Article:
I stumbled upon the surprise “hit” workshop today at the Mennonite World Conference. Teens and adults piled into Astrid von Schlachta’s seminar on how the German Mennonites reacted to “NS” (National Socialist/Nazi) government. She has done some new research.
The German Mennonites of the 1930’s, as it turns out, were enthused with Adolf Hitler, who seemed religious and, more importantly, seemed to be eager to include them in the greater life of the nation. As a people who had been excluded for so long, they were eager to be included after a long isolation. The Baptists and Methodists also had a similar reaction. Plus, many people thought Nazism was a lesser threat than Bolshevism.
Discussion was vigorous among those gathered. I was surprised, but I shouldn’t have been. Many U.S. Mennonites have German and Russian ancestors. Not only did they have grandparents who went through WW2; they still have not reconciled with the “enemy.” They have memories. Those memories have not been talked through. Seventy years after the war, this group of people seems to be getting to the place where someone can hear their stories. From the eagerness with which some spoke, it appeared that no one had asked them to talk much yet. The “quiet of the land” seem to have kept a lot of unseemly things quiet.
How about our own story?
I have experienced similar commitment to “keeping things quiet” when I have told my own story or asked about things that were supposed to stay hushed up among the Brethren in Christ. I am rarely accused of being untruthful or insincere, but I am often taken aside and told I am “rude.” I forget the cultural collusion that is often at work to keep what is horrible in its horrible box. Long after the monster has lost its fangs, the habit of keeping the lid on stuff is still at play. Anything that resembles the trauma gets a lid-banging treatment.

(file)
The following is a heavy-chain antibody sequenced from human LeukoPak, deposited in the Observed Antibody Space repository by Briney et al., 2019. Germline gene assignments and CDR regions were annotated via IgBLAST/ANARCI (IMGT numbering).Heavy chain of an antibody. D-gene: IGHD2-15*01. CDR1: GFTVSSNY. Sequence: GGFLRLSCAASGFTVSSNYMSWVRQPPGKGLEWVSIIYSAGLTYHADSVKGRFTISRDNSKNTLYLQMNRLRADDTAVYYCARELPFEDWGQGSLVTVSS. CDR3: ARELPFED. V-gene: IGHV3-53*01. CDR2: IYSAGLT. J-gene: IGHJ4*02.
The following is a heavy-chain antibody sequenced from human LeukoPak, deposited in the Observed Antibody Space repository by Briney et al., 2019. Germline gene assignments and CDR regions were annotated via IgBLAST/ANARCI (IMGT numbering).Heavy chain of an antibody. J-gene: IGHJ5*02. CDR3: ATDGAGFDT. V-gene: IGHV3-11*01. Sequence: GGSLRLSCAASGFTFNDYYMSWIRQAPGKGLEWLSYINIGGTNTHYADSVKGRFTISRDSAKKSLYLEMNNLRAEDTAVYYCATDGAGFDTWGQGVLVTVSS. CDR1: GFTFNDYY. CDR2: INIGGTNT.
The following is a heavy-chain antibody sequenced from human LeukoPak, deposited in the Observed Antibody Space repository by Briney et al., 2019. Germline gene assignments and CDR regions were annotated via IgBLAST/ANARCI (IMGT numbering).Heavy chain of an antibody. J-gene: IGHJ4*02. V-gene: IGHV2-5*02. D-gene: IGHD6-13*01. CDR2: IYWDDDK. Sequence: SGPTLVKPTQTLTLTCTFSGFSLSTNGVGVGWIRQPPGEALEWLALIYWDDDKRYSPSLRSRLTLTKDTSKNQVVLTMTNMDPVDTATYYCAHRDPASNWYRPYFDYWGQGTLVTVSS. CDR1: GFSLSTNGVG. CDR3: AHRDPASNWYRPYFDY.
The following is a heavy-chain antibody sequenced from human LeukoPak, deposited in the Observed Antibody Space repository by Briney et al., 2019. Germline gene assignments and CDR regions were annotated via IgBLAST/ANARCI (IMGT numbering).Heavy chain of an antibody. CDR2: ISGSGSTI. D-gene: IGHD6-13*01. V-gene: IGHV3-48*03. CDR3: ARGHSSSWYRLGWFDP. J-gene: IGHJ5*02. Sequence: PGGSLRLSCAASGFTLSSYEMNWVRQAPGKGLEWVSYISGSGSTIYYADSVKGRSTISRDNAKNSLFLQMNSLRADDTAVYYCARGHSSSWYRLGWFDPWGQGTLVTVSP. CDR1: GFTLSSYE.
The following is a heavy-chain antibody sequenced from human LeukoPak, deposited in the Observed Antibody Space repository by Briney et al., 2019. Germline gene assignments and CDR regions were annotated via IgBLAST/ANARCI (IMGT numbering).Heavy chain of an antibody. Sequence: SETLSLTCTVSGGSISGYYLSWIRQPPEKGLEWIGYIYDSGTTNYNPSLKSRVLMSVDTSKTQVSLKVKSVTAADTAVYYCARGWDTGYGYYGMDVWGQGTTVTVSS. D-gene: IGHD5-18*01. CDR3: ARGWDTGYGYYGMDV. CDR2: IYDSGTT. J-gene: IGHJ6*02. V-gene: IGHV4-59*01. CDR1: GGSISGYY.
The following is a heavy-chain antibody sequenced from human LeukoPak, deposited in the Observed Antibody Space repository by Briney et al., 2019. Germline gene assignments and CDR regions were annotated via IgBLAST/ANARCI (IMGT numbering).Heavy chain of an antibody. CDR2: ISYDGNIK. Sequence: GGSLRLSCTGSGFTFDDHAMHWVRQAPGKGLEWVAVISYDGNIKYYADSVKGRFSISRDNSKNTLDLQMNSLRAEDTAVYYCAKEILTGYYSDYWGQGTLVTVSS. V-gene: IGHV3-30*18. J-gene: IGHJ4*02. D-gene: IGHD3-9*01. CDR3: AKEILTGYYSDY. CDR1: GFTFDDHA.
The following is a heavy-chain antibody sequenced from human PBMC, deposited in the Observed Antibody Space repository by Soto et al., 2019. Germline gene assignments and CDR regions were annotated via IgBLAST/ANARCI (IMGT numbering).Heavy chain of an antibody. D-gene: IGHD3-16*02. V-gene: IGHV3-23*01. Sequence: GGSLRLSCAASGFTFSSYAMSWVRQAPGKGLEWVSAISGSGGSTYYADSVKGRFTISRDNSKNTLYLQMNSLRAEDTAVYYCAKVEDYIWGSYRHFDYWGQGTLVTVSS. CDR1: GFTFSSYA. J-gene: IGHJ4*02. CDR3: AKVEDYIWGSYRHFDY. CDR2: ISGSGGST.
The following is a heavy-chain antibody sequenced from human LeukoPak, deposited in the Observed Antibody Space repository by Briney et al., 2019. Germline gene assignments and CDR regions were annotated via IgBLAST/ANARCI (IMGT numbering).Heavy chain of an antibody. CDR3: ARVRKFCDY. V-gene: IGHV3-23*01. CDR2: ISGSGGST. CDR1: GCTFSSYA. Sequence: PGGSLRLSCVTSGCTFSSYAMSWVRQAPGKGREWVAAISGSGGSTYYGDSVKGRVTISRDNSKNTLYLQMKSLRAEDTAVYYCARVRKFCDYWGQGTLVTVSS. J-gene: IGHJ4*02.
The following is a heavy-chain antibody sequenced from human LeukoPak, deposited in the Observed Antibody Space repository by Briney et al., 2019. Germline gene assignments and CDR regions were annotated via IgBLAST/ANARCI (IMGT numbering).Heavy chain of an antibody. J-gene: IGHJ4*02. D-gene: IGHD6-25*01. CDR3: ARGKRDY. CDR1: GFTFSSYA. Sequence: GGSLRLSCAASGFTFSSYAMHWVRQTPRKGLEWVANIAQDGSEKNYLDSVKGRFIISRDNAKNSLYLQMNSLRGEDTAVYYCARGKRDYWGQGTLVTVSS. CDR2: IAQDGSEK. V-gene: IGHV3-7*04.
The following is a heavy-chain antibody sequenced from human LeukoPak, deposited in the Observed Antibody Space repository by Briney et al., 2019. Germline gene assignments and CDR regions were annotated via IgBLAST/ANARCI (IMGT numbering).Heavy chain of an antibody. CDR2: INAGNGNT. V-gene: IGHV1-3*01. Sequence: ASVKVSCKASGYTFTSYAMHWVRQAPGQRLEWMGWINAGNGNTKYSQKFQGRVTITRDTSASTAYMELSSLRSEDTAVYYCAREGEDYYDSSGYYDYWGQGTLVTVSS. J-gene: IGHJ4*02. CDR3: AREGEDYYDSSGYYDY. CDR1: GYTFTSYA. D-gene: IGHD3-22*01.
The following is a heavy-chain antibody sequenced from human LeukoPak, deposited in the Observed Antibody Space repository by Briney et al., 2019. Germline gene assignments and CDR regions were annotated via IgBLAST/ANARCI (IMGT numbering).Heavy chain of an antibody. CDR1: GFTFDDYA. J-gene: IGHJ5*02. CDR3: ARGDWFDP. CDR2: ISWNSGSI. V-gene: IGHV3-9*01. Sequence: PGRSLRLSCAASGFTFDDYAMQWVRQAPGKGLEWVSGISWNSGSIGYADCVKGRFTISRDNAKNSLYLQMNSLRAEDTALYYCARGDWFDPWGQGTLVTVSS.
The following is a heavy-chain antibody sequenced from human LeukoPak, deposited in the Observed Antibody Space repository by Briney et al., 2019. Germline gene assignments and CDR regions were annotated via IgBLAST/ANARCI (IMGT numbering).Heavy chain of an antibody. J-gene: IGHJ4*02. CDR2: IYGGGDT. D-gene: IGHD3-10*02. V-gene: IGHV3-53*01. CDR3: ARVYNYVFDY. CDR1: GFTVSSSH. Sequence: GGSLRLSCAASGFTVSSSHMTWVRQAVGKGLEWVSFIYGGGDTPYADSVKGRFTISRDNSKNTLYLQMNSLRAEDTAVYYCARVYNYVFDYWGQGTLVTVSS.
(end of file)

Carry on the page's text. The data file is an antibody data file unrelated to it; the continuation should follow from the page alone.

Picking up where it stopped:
The historian asked our seminar what they thought should be done with her research. Several people stood up to tell stories and to encourage others to do the same; they need to be heard, not quieted. Some wanted reconciliation — like between the Dutch and German Mennonites, who could work jointly on the history project, not just nationally. One young man stood up and offered what I thought might be the best response. He said, “Stay radical.”
The longing of the 1930’s German Mennonites (and other minority religious groups) to be accepted by the world is what looks worst in hindsight. Every time the world accepts Christians into the mainstream, it snips off bits of what makes them distinctive. Christians, in general, not just the radical reformers, should take note. The New Testament has repeatedly warned that the things of the world will steal the heart of the gospel from us. Perhaps it will be incremental, but before long they will get to the core and our faith story will be at and end.
As Circle of Hope has been considering how to connect even better than we have, this has been a lively discussion among us, too. How do we use the tools and language of the people of our era without pandering so hard we end up exactly like them? Do we really want to be in the place where we beg people to accept us? Worse, do we want to be snuggled up in the world at the cost of our souls?